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  #81  
Old Posted Jul 20, 2017, 2:40 PM
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Originally Posted by 10023 View Post
The 13 colonies did not need to form the governmental units of the new nation. But even if they did, most were small and manageable in size (NY and PA being the most obvious exceptions, as well as VA though it wasn't as urbanized).

There was certainly no need to continue that pattern westward, with a bunch of states that are essentially just shapes drawn on a map. West of the Appalachians, state borders are near arbitrary.
They formed the nation. Period. The reason the North American map does not look like Europe or Africa is that colonies merged into one big country instead a bunch of smaller ones. The government part wasn't really sorted out for another 10 years but in order to take effect, the states had to approve it.
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  #82  
Old Posted Jul 20, 2017, 3:11 PM
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And then let's not forget counties. That's yet another layer of government which does what, exactly? These might have been necessary when you had to travel by horse and buggy, but they're superfluous now.

England is a nation of 55 million divided into 48 ceremonial counties (and is itself one of 4 subdivisions of the United Kingdom, albeit more than 5x the size of the other 3 combined). The least populated of them, aside from the City of London (which doesn't really count) is Rutland with 39,000 people. I would guess that there are many American counties with less people than this. There are also a number of cities and unitary authorities with equal power to counties.

Germany has federal states (and a few of them are city-states), but there is nothing really equivalent to counties. There are just cities and their respective surrounding villages (denoted as the kreis, or 'circle', of City X).

Somehow America ended up with all of the above, so we have local (municipal), county, state and federal. Some counties are so large that they include a city, its suburbs and rural area. Some include a city and only part of its metro area. Some (well, in NYC) are administrative subdivisions of a city.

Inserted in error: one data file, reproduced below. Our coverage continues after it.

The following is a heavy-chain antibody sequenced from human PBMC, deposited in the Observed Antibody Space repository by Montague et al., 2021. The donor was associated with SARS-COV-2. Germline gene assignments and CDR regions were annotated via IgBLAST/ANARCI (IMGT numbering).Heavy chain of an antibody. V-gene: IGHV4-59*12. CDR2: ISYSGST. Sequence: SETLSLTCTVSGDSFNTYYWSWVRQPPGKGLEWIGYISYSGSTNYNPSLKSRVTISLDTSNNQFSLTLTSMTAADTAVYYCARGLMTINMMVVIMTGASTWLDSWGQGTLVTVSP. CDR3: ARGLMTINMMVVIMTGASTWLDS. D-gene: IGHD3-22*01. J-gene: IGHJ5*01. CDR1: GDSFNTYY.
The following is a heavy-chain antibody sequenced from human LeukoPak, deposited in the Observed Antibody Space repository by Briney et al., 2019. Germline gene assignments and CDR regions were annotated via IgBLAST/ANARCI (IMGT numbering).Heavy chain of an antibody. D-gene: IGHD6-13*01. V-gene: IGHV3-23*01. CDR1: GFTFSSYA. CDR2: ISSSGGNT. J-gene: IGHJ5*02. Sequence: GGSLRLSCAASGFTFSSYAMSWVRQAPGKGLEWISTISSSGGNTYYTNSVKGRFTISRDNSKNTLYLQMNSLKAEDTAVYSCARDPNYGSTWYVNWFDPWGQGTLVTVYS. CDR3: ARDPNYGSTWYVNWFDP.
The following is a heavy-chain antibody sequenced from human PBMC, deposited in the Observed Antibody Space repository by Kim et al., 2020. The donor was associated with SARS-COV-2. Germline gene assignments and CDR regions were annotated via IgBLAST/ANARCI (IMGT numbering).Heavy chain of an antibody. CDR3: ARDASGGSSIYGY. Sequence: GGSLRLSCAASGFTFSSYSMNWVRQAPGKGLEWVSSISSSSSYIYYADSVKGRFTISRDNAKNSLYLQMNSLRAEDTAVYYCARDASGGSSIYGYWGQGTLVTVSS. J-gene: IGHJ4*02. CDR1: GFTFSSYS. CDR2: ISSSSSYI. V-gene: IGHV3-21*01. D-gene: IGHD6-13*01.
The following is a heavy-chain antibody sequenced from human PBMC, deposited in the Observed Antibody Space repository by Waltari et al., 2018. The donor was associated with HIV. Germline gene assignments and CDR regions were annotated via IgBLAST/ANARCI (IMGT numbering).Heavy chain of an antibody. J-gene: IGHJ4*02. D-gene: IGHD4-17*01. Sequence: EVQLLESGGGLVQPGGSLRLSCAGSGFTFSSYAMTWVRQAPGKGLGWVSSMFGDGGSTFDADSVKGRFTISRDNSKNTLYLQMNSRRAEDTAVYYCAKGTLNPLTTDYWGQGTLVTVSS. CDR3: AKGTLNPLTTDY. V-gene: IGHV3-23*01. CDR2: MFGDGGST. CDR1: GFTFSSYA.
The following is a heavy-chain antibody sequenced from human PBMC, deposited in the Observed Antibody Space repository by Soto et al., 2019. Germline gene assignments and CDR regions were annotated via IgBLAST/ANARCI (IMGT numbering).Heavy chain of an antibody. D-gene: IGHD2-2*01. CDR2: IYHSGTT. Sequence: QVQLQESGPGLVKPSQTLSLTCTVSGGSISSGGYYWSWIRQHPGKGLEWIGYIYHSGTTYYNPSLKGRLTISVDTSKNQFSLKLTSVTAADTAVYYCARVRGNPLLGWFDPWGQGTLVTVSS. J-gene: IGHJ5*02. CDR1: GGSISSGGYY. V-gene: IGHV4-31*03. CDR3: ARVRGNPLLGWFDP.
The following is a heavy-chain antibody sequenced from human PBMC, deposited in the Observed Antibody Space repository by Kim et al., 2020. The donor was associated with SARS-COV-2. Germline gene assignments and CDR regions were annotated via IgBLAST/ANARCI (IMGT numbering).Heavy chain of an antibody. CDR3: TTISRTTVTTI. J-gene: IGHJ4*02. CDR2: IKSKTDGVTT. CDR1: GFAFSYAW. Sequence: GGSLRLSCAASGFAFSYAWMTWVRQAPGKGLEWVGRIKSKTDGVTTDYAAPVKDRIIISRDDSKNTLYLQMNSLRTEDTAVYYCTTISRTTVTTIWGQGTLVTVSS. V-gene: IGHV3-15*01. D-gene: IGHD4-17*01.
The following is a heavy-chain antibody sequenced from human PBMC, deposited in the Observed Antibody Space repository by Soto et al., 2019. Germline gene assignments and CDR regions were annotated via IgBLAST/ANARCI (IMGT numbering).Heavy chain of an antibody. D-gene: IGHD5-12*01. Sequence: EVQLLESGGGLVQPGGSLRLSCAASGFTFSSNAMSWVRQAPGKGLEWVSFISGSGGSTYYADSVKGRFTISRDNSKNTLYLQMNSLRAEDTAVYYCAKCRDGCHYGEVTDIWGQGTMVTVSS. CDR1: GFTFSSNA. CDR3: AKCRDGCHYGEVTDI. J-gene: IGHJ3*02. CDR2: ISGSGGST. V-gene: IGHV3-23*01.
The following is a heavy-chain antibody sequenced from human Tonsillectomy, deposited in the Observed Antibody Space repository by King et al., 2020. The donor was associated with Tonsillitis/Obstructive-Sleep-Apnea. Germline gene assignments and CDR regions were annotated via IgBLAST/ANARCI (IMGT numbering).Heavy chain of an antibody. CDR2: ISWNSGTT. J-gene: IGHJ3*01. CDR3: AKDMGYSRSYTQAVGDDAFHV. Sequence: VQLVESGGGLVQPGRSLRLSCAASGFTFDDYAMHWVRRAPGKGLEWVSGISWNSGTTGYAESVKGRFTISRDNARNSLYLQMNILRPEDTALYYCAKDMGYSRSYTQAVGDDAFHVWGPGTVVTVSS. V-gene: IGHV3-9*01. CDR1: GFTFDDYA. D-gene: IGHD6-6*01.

The whole system is just convoluted as hell, and people wonder why Americans don't engage enough in local government.
interesting, so if you have a bad road in the forest outside of kulmbach, bavaria, do you complain to the state office in kulmbach?

edit: i see...the towns scoop up the countryside around them inside of a defined border.

obviously the problem is that most of the united states was chopped up somewhat arbitrarily before these places were settled by euro-americans. there was no history of hinterlands.

i keep referring to missouri (because it's completely fucked up), but of course we have the core city of st. louis in its own city-county, surrounded by st. louis county with yet again another county seat and county police force (that has its HQ in a municipality/county seat with its OWN police force), with 90 municipalities and 10 "census-designated locations" that use county level offices for some things (some police, tax, etc) and not others, overlaid by fire, police, school, sewer, and water districts that don't often don't conform to municipal boundaries AT ALL that are yet again seperate entities. paying bills here (in st. louis county) is basically insane.
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  #83  
Old Posted Jul 20, 2017, 3:20 PM
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i didn't even get into the bi-state government and taxing structures.